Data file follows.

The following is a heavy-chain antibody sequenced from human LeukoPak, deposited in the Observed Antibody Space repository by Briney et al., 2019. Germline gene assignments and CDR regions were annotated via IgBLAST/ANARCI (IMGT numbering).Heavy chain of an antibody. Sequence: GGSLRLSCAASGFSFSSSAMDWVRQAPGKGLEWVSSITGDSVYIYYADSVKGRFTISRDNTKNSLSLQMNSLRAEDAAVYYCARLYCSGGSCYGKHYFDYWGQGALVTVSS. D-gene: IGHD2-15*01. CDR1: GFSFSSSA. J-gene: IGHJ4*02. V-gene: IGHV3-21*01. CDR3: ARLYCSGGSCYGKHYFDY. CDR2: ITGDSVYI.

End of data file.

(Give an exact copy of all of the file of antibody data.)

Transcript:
The following is a heavy-chain antibody sequenced from human LeukoPak, deposited in the Observed Antibody Space repository by Briney et al., 2019. Germline gene assignments and CDR regions were annotated via IgBLAST/ANARCI (IMGT numbering).Heavy chain of an antibody. Sequence: GGSLRLSCAASGFSFSSSAMDWVRQAPGKGLEWVSSITGDSVYIYYADSVKGRFTISRDNTKNSLSLQMNSLRAEDAAVYYCARLYCSGGSCYGKHYFDYWGQGALVTVSS. D-gene: IGHD2-15*01. CDR1: GFSFSSSA. J-gene: IGHJ4*02. V-gene: IGHV3-21*01. CDR3: ARLYCSGGSCYGKHYFDY. CDR2: ITGDSVYI.